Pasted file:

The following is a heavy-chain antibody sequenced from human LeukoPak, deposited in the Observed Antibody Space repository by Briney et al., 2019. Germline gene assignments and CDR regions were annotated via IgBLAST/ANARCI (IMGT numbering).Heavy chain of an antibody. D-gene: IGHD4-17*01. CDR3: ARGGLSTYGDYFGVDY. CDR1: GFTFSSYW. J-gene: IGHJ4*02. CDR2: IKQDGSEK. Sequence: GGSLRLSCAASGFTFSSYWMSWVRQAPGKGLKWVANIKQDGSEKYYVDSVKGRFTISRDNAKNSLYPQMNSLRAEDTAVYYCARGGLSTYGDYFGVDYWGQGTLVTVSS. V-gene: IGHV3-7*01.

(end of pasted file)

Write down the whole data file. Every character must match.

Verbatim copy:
The following is a heavy-chain antibody sequenced from human LeukoPak, deposited in the Observed Antibody Space repository by Briney et al., 2019. Germline gene assignments and CDR regions were annotated via IgBLAST/ANARCI (IMGT numbering).Heavy chain of an antibody. D-gene: IGHD4-17*01. CDR3: ARGGLSTYGDYFGVDY. CDR1: GFTFSSYW. J-gene: IGHJ4*02. CDR2: IKQDGSEK. Sequence: GGSLRLSCAASGFTFSSYWMSWVRQAPGKGLKWVANIKQDGSEKYYVDSVKGRFTISRDNAKNSLYPQMNSLRAEDTAVYYCARGGLSTYGDYFGVDYWGQGTLVTVSS. V-gene: IGHV3-7*01.